Master's Theses

Date of Award

2016

Document Type

Thesis

Department

Biomedical Engineering

Keywords

Magnetic resonance imaging (MRI), Trigeminal neuralgia, Nanoparticles

Abstract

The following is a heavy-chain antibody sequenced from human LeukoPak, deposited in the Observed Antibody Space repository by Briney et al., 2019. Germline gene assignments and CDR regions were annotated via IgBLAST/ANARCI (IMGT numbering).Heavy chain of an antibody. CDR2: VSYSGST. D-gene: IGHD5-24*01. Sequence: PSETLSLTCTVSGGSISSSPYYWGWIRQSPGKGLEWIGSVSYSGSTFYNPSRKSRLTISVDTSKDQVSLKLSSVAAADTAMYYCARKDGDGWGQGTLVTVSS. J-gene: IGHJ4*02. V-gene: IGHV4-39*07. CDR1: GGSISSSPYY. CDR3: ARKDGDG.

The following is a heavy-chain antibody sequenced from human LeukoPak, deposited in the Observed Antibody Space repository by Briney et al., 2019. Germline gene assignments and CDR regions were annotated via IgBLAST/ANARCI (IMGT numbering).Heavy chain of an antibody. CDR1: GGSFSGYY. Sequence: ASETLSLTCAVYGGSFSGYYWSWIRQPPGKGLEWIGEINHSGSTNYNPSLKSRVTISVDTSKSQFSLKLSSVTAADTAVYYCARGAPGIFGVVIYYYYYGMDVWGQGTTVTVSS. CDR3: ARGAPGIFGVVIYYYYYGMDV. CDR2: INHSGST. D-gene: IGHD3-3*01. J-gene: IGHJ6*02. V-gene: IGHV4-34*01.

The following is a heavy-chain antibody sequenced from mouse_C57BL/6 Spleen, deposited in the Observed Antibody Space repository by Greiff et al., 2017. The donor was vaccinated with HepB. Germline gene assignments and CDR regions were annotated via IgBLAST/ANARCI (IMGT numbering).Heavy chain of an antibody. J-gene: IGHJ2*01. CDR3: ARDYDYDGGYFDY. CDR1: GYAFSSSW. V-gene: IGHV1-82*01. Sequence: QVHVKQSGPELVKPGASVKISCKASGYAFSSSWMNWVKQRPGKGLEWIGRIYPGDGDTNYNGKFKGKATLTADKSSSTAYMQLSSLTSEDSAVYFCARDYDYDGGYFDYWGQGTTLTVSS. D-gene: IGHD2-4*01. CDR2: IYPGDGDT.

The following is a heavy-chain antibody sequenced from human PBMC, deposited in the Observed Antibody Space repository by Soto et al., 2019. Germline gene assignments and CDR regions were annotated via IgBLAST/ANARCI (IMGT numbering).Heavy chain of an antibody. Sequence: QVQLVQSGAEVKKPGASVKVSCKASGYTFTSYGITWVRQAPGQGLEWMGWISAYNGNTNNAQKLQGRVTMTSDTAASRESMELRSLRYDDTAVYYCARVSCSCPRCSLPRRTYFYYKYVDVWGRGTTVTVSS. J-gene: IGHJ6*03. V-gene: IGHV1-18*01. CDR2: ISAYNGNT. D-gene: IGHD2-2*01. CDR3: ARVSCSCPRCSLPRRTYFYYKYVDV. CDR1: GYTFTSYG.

Magnetic resonance imaging (MRI) may be used to provide detailed images of the human body with excellent soft tissue contrast. Alongside its current widespread clinical applications for diagnosis and treatment, MRI allows researchers to measure structure and function of different tissue types in order to advance our understanding of human biology and enable new medical applications of MRI. In particular, diseases affecting nerves and vessels, such as trigeminal neuralgia, with uncertain etiology can be studied using multiple MRI modalities so that treatment planning can we more effective and patient outcomes can be improved. Ultrahigh field MRI scanners, such as those operating at 7-­‐tesla (7T), provide increased signal-­‐to-­‐noise ratio, which can be translated to higher spatial resolution. Additional advantages of high magnetic field MRI include enhanced vascular contrast as well as improved spectral separation and quantification for MR spectroscopy. These benefits over MRI at lower field strengths make ultrahigh field MRI a powerful new tool for performing quantitative image analysis with increased accuracy. One quantitative application of MRI is the detection and visualization of cells labeled with magnetic nanoparticles. This unconventional use of the imaging modality enables very effective imaging of cells or lesions tagged with these particles. The projects explored herein consist of such quantitative image analysis using advanced imaging techniques, including ultrahigh field MRI.

 
 

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